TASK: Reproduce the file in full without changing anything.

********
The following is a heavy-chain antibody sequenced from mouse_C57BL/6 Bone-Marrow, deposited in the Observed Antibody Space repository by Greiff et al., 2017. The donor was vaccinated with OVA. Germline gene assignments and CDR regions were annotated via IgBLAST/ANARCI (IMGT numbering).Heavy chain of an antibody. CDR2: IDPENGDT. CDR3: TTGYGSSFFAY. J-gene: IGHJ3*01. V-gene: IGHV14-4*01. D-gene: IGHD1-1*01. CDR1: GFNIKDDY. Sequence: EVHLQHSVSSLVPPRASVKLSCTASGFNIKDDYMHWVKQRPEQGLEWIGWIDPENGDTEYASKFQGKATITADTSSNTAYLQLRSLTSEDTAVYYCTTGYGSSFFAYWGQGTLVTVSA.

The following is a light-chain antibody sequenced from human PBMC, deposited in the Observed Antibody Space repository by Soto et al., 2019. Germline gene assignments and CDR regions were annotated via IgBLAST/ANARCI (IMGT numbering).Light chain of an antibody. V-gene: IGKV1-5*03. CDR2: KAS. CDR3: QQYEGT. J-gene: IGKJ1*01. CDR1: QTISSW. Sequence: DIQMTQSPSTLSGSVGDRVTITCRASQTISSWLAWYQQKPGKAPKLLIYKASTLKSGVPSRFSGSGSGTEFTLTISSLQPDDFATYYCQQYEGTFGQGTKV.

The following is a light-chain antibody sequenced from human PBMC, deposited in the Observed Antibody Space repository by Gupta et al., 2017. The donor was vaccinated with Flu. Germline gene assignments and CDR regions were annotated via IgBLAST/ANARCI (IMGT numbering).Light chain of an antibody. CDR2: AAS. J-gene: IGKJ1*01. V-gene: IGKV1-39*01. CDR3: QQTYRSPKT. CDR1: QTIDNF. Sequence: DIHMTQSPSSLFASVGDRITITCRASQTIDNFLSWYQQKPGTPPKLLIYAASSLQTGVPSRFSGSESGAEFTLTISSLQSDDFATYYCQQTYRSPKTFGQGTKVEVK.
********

The following is a heavy-chain antibody sequenced from mouse_C57BL/6 Bone-Marrow, deposited in the Observed Antibody Space repository by Greiff et al., 2017. The donor was vaccinated with OVA. Germline gene assignments and CDR regions were annotated via IgBLAST/ANARCI (IMGT numbering).Heavy chain of an antibody. CDR2: IDPENGDT. CDR3: TTGYGSSFFAY. J-gene: IGHJ3*01. V-gene: IGHV14-4*01. D-gene: IGHD1-1*01. CDR1: GFNIKDDY. Sequence: EVHLQHSVSSLVPPRASVKLSCTASGFNIKDDYMHWVKQRPEQGLEWIGWIDPENGDTEYASKFQGKATITADTSSNTAYLQLRSLTSEDTAVYYCTTGYGSSFFAYWGQGTLVTVSA.

The following is a light-chain antibody sequenced from human PBMC, deposited in the Observed Antibody Space repository by Soto et al., 2019. Germline gene assignments and CDR regions were annotated via IgBLAST/ANARCI (IMGT numbering).Light chain of an antibody. V-gene: IGKV1-5*03. CDR2: KAS. CDR3: QQYEGT. J-gene: IGKJ1*01. CDR1: QTISSW. Sequence: DIQMTQSPSTLSGSVGDRVTITCRASQTISSWLAWYQQKPGKAPKLLIYKASTLKSGVPSRFSGSGSGTEFTLTISSLQPDDFATYYCQQYEGTFGQGTKV.

The following is a light-chain antibody sequenced from human PBMC, deposited in the Observed Antibody Space repository by Gupta et al., 2017. The donor was vaccinated with Flu. Germline gene assignments and CDR regions were annotated via IgBLAST/ANARCI (IMGT numbering).Light chain of an antibody. CDR2: AAS. J-gene: IGKJ1*01. V-gene: IGKV1-39*01. CDR3: QQTYRSPKT. CDR1: QTIDNF. Sequence: DIHMTQSPSSLFASVGDRITITCRASQTIDNFLSWYQQKPGTPPKLLIYAASSLQTGVPSRFSGSESGAEFTLTISSLQSDDFATYYCQQTYRSPKTFGQGTKVEVK.